"Fasciculations caused by ALS are due to dying muscle tissue (actually necrotic). So, fasciculations due to ALS are always accompanied by muscle weakness and EMG changes. Benign fasciculation are not due to dying muscle tissue, but irritated muscle membranes. They are not accompanied by muscle weakness, nor are there EMG changes. Fasciculations can be seen in a number of diseases, such as nemaline rod myopathy. So, if there is muscle weakness with EMG changes, then fasciculations are due to a specific disease. When they occur in isolation, they are usually of the benign variety. Any and every neurologist will tell you this."

I love that... "Any and every neurologist will tell you this." Any more questions?


"Whether they occur in specific areas of the muscle is variable. In ALS they can begin in any muscle but usually it is the leg, but it can be the bulbar muscles, arms, etc. This will vary in a particular patient. Since muscle is not dying in benign fasciculations, they tend to be spread out and in a variety of muscle groups. In the early part of ALS they tend to be in specific muscles, more distinct, because the muscle is dying. The literature indicates that benign fasciculations are usually more spread between muscle groups and can worsen with anxiety and fatigue. They can reoccur in the same muscle groups and also be variable."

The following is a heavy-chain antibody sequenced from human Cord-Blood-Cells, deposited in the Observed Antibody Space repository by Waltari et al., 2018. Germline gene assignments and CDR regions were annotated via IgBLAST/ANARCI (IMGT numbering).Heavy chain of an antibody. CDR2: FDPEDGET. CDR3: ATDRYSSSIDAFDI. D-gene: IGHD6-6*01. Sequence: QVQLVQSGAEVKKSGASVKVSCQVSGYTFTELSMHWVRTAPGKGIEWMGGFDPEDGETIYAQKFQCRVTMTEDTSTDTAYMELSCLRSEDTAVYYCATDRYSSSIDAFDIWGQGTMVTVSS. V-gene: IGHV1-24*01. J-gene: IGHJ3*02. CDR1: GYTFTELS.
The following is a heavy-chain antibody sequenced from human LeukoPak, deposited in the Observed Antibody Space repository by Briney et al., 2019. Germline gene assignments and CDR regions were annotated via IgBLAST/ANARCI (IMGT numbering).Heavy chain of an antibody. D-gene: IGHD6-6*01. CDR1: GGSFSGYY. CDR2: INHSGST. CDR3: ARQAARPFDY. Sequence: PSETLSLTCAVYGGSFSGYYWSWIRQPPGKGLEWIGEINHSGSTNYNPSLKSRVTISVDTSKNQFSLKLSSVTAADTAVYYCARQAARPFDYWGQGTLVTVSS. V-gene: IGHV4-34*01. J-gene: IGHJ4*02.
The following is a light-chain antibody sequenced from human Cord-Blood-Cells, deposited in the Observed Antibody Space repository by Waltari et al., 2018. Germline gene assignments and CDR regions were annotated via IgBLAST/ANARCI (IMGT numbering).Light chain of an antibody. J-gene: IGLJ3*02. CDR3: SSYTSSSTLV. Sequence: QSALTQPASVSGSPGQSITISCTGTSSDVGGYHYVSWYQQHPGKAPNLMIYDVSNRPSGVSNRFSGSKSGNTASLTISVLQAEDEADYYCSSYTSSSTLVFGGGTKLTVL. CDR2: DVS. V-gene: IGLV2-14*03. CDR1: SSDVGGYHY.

In plain English above... ALS twitches start in one small muscle group and migrate-on from that point, leaving a path of dead, un-usable, atrphied muscles in it's path. BFS twitches happen all over the place (with some hot spots) with NO weakness and NO atrophy. How long have you been twitching now? Isn't it time to just accept that it's BFS and move-on?


"There is no magic time limit of when you should have fascics after the onset of weakness. But in most cases, weakness does precede the fasciculations."

Gee, you think??? If ALS twitches are CAUSED BY dying muscle tissue, then it would be pretty obvious that SOME sort of weakness would be present BEFORE the twitches. At least enough to show-up in a true neuro exam and on an EMG. And with that, WHEN you have twitches caused by ALS, you HAVE ALS present, which means that it will show-up on an EMG.

“Q: In talking to fellow weightlifters, I'm struck by the number of them that report regular twitching while lifting and a fair number that have reported increased activity during rest periods forced by injury. My neurologist says this doesn't make any sense but my primary care doc seems to think there's some connection. He (we) note for example that after laying off weightlifting for several months, I've lost a fair amount of muscle mass. As that muscle atrophies, why wouldn't one expect a disturbance of the cellular, biochemical environment? ANY ideas as to how I could research this topic?”
=======
“A: I agree with your primary doc, I have observed the same in some athletes or people who exercise regularly.”


Atrophy like appearances does (and WILL) happen in muscle that isn’t exercised or used anymore, or as vigorously as it once was. Hence what they said about weight lifters losing muscle mass during times off due to injury, etc. It doesn’t always mean a nasty disease. Is Arnold Swarzinagger still a mass of muscle? No way! I just saw him with his shirt off on TV and it was a flabby, scary sight!